Will teachers avoid a strike?
PORTLAND – A Monday negotiating session between Portland Public Schools district and the Portland Association of Teachers ran all night Monday and continued into Tuesday morning.
"It's a good sign that we pulled an all-nighter and we're still there," said district spokeswoman Christine Miles.
If an agreement is not reached by Thursday, Portland teachers have said they will walk off the job. The district said it plans to send students home early on Wednesday, if necessary. Schools would then close to train substitutes on Thursday, Friday and the following Monday. Classes would resume on Feb. 25.
On Thursday, the union made a new proposal to the school district that brings them closer on salary increases. The union also has offered to make concessions on rules governing how teachers are transferred and on what role teaching qualifications play in the layoff process.
Supporters spent time making picket signs Monday as they prepared for what would be the first strike in the district's history.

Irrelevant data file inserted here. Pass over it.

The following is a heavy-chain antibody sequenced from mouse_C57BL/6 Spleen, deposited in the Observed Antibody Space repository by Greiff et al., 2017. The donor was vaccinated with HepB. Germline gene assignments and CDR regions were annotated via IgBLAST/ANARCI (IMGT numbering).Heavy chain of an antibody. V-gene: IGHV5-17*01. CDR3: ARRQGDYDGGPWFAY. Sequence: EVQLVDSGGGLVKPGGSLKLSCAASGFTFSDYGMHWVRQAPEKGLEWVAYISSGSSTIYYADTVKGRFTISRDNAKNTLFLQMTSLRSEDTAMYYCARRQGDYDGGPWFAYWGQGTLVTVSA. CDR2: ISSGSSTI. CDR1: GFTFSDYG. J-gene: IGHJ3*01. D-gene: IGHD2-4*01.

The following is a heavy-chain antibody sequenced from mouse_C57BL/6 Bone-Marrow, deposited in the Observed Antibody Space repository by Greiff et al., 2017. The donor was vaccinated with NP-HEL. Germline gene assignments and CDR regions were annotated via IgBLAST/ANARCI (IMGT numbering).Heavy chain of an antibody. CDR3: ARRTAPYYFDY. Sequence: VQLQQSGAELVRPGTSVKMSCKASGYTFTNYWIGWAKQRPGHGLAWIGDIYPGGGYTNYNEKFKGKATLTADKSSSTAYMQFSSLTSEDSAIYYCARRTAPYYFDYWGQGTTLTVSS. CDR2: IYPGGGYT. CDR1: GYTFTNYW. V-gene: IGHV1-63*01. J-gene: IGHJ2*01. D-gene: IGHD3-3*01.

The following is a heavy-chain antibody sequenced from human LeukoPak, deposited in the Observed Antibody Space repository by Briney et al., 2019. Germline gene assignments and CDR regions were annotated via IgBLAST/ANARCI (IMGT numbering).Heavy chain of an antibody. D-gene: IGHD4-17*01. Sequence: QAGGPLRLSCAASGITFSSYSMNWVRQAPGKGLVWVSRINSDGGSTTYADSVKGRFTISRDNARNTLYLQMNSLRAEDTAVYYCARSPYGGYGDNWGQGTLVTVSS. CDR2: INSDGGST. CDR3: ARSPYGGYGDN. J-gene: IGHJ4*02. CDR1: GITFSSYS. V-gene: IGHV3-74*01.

Teachers told KGW their biggest sticking points center around wages and class sizes. They said they don't want to leave their classrooms or their students in the event of a strike, but they don't want to agree to a contract that falls short of their needs, either.
"This is very important because it’s what is going to be right for our children and what is going to be right for educators,” said teacher Todd Stewart-Rinier. “We are all in this together. We are supporting each other and we are figuring out a way to make this work.”
Portland has the state's largest school district with 48,000 students and 2,900 teachers.
If the strike starts, all extra-curricular activities will be canceled, including anyone who uses public school property for games, practices or events. However, big events, including the Franklin High School 100th anniversary will not be canceled.